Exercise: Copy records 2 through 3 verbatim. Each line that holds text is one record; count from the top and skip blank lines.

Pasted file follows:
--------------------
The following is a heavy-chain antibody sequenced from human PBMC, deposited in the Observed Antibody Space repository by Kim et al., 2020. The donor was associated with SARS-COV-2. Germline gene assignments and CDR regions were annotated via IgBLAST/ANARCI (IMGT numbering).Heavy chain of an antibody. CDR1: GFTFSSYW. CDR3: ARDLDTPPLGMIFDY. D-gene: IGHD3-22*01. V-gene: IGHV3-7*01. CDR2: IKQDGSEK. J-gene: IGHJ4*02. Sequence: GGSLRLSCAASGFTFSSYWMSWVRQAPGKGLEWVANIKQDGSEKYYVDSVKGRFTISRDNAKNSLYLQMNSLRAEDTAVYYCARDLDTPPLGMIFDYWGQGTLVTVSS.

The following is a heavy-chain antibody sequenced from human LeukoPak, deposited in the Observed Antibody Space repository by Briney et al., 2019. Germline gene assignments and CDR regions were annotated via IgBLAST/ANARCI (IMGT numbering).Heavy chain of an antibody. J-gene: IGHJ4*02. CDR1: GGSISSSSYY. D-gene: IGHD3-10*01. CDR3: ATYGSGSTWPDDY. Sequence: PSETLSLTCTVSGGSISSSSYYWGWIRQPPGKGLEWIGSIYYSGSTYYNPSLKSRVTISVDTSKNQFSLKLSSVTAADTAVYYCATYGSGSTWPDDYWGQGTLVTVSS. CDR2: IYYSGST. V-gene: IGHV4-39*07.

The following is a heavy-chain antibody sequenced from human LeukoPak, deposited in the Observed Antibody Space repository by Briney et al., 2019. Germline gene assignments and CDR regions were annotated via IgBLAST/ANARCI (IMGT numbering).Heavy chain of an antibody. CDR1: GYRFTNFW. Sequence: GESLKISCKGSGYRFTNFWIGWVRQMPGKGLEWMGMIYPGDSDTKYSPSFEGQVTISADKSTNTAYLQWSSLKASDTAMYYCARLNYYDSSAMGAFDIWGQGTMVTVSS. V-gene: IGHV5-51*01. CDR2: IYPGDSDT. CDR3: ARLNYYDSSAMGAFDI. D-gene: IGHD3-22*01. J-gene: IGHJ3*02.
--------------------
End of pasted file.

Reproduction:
The following is a heavy-chain antibody sequenced from human LeukoPak, deposited in the Observed Antibody Space repository by Briney et al., 2019. Germline gene assignments and CDR regions were annotated via IgBLAST/ANARCI (IMGT numbering).Heavy chain of an antibody. J-gene: IGHJ4*02. CDR1: GGSISSSSYY. D-gene: IGHD3-10*01. CDR3: ATYGSGSTWPDDY. Sequence: PSETLSLTCTVSGGSISSSSYYWGWIRQPPGKGLEWIGSIYYSGSTYYNPSLKSRVTISVDTSKNQFSLKLSSVTAADTAVYYCATYGSGSTWPDDYWGQGTLVTVSS. CDR2: IYYSGST. V-gene: IGHV4-39*07.

The following is a heavy-chain antibody sequenced from human LeukoPak, deposited in the Observed Antibody Space repository by Briney et al., 2019. Germline gene assignments and CDR regions were annotated via IgBLAST/ANARCI (IMGT numbering).Heavy chain of an antibody. CDR1: GYRFTNFW. Sequence: GESLKISCKGSGYRFTNFWIGWVRQMPGKGLEWMGMIYPGDSDTKYSPSFEGQVTISADKSTNTAYLQWSSLKASDTAMYYCARLNYYDSSAMGAFDIWGQGTMVTVSS. V-gene: IGHV5-51*01. CDR2: IYPGDSDT. CDR3: ARLNYYDSSAMGAFDI. D-gene: IGHD3-22*01. J-gene: IGHJ3*02.